The world cannot allow India to become the next coronavirus epicenter, said the World Bank’s country director for India, Junaid but with caveats.
“Governments around the world (are) having to slow down the economy to give a chance for the health sector to recuperate,” Ahmad told CNBC’s “Street Signs” before India extended its lockdown.
Prime Minister Narendra Modi extended the country’s 21-day nationwide lockdown on Tuesday, the same day those restrictions were supposed to be lifted. Most commercial and private establishments that are not designated as essential services will remain closed until May 3, Modi announced. Some areas could be allowed to partially open up after April 20, governments have been intervening.”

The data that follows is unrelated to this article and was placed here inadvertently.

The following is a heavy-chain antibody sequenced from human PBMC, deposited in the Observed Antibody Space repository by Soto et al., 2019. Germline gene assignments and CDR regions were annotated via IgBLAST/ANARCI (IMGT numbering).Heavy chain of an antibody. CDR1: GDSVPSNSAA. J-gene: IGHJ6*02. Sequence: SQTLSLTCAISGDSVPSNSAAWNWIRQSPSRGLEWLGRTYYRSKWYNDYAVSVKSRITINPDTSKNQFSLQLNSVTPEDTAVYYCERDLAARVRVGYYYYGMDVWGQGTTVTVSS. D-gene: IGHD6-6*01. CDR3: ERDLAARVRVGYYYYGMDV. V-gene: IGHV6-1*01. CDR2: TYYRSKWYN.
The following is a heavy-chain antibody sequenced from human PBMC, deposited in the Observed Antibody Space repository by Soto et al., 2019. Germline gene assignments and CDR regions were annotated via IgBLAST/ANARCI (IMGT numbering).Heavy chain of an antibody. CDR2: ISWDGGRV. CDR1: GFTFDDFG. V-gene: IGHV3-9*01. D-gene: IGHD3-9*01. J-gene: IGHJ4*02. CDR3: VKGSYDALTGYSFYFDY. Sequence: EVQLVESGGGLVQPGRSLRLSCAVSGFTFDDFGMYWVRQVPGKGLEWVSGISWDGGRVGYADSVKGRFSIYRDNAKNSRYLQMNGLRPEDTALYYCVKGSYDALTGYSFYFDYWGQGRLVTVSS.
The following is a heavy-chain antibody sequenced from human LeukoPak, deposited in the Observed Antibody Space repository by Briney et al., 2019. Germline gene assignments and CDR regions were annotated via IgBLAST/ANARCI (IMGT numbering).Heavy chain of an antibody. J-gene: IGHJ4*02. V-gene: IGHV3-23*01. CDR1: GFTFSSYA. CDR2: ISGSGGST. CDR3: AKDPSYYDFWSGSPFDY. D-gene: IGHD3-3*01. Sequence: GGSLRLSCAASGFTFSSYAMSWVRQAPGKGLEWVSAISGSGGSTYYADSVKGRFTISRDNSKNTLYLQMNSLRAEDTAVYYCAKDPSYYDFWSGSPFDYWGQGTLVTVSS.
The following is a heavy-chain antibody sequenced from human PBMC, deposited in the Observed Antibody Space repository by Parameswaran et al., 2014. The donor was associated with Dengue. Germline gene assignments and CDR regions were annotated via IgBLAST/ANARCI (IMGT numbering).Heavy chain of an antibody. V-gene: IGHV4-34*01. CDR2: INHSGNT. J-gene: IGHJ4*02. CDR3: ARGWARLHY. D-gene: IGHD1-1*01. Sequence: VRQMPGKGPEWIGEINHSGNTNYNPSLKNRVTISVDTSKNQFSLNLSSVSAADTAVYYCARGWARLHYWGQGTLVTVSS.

He explained that as a result of the slowdown, governments — and India, in particular — have taken steps to protect vulnerable members of society and safeguard sectors in their countries through a combination of fiscal and monetary mechanisms. The world is “bracing for probably the worst recession since the post-war era,” Ahmad said.
The number of reported cases in India has climbed despite efforts from the government to keep people indoors since late March. Data posted on the health ministry’s website showed 11,439 confirmed cases of infection as of April 15, 8 a.m. local time; 1,305 patients have been discharged, while 377 people have died.
India’s top-down approach to implementing the initial countrywide lockdown was “critical” in slowing the rapid spread of the coronavirus, according to Ahmad.
“Under no circumstances can the world, the region, or India, allow an epicenter to emerge in India. I think that the whole approach of a lockdown nationally and to really push on the health side has been very important,” he said.